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Edinburgh, Scotland -- If you want to know what democracy looks like, come to Scotland.
No matter how today’s independence referendum turns out -- and the polls says it is likely to be a close result -- there can be no doubt that Scotland's venerable Herald newspaper was right when it declared this week that “the atmosphere in Scotland is extraordinary.”
What makes it extraordinary is the extent to which the whole of Scotland is engaged with this referendum vote. Rallies and marches organized by “Yes” and “No” campaigners have drawn thousands, mass canvasses have gone to every doorstep and it has been virtually impossible to walk down the street in any community without encountering an earnest appeal to consider, or reconsider, how to vote.
Voter registration has soared since the referendum was announced, creating the largest electorate in Scottish history. A remarkable 97 percent of eligible Scots are registered and polls suggest that well over 80 percent of the electorate will participate in the vote on whether to break away from the United Kingdom.
Jonathon Shafi, a co-founder of Scotland’s Radical Independence Campaign, which organized mass registration drives among young people and in low-income neighborhoods, calls the 97 percent figure a "testament to a movement which has been engaging with thousands of people over the past two years.” Shafi says Scots see the referendum vote as “a huge opportunity to restore democracy.”
In fact, the campaign leading up to today's vote has already restored a good measure of democracy – by showing how to engage a mass electorate and inspire mass turnout.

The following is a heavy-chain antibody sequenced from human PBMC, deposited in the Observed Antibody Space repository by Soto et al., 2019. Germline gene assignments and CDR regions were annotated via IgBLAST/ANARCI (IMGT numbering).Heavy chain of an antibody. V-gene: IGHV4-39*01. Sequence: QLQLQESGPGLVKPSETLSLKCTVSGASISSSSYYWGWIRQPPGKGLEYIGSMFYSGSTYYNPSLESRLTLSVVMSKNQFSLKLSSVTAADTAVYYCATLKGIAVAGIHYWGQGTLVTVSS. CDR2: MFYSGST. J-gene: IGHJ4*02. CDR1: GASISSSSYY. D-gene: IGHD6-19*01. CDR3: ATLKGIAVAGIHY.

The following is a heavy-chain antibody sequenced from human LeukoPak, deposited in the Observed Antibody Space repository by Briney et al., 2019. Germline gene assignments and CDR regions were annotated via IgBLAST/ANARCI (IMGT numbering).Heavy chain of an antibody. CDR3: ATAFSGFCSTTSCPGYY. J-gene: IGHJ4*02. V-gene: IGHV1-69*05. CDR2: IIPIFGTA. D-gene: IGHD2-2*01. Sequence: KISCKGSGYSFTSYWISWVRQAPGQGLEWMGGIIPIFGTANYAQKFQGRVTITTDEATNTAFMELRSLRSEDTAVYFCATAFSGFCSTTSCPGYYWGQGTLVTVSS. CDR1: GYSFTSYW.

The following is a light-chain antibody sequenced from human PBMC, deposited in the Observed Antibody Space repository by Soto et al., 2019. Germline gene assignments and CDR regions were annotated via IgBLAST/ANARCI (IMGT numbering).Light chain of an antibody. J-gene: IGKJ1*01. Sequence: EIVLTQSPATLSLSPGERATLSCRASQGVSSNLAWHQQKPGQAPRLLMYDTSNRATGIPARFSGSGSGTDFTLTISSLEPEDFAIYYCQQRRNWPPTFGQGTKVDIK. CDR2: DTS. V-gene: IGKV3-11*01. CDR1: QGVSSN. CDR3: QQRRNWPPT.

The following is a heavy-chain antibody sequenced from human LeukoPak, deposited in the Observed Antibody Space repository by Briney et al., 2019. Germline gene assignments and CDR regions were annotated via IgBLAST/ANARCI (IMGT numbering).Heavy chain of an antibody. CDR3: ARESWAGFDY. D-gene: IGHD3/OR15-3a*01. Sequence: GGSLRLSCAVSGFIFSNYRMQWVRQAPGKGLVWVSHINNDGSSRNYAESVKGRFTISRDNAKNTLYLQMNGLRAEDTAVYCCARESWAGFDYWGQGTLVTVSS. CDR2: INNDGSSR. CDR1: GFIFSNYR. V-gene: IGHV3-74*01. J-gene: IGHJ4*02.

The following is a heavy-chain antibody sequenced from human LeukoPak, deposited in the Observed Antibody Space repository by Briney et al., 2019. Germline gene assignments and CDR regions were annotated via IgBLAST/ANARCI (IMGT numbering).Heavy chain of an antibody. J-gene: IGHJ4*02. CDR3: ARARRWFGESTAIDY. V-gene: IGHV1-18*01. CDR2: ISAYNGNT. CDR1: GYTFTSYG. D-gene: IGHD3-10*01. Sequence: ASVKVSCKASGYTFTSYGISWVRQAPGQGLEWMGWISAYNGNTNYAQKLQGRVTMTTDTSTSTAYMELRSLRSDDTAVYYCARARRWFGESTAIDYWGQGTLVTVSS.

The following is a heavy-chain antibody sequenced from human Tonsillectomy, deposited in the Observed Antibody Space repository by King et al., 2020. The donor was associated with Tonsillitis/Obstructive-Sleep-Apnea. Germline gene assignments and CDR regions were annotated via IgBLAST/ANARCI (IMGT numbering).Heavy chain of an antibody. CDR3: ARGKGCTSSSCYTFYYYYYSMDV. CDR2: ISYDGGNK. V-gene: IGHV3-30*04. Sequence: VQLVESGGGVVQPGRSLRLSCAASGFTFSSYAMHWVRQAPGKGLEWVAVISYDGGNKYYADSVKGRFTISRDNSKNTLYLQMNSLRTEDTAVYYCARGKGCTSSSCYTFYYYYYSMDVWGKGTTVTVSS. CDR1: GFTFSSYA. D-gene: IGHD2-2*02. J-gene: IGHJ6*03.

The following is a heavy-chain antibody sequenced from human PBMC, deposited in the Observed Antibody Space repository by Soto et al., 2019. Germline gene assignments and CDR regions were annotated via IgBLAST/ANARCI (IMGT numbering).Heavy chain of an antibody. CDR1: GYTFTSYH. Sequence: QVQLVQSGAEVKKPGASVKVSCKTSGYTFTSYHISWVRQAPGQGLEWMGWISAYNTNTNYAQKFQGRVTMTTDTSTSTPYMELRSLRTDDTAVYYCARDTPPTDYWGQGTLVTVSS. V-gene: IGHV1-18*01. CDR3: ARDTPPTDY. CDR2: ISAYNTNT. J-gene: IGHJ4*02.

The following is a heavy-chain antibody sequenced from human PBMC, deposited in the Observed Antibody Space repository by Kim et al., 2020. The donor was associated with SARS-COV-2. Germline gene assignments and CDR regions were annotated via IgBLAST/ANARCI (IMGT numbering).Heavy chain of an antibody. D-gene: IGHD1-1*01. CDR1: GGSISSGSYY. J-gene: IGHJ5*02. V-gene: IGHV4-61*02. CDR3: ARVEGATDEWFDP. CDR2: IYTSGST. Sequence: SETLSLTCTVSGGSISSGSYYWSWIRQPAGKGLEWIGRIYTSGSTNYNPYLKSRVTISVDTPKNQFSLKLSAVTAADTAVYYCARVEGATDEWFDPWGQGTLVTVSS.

Since the referendum vote was scheduled, more than 300,000 Scots have registered to vote, pushing the total electorate to 4,285,323. An equivalent increase in the United States would see a registration spike numbering in the many millions over the course of a relatively short campaign.
Take a moment to ponder what a turnout in excess of 80 percent -- perhaps as high as 90 percent -- would mean in the United States: Instead of the 130,292,355 Americans who had ballots counted in 2012 (out of a voting-eligible population of 221,925,820, according to the United States Elections Project at George Mason University), the turnout total would be closer to 180,000,000.
That level of turnout, creating a voting class that is dramatically more reflective of the overall US population, would undoubtedly transform not just elections but policy debates.
So is the lesson that the US should start scheduling high-stakes national referendums on fundamental questions regarding the nation’s future? That’s not a novel notion; indeed, it was proposed by the progressive reformers of a century ago. Many states adopted initiative and referendum structures, which remain in place to this day. In the 1924 presidential election, the Republican, Democratic and Progressive party platforms all endorsed national referendum proposals. Ultimately, however, the United States did not go the way of much of the rest of the world when it comes to national referendums.
At a time when American political campaigns are distinguished by nothing so much as their pettiness, and when governing is so frequently ineffectual, however, the idea of using initiatives and referendums to settle major questions has appeal. A 2013 Gallup Poll found that 68 percent of Americans favor national referenda on vital issues that are raised by voter petitions for a popular vote.
Yet, there is more to what Scotland has done than simply scheduling a referendum.
The process matters, as it always does when pursuing democracy.
And the Scots have done a lot of things right.
1. An Expanded Electorate. Recognizing the high level of interest in the independence vote, and the fact that its result will shape the lives of generations to come, officials lowered the voting age to 16. That increased the size of the overall electorate and it also shifted the tenor of the debate: placing a greater focus on issues of interest to young people. As a result, polls show close to 80 percent of potential voters in the 16-24 demographic intend to cast ballots – an astronomical figure compared to US elections.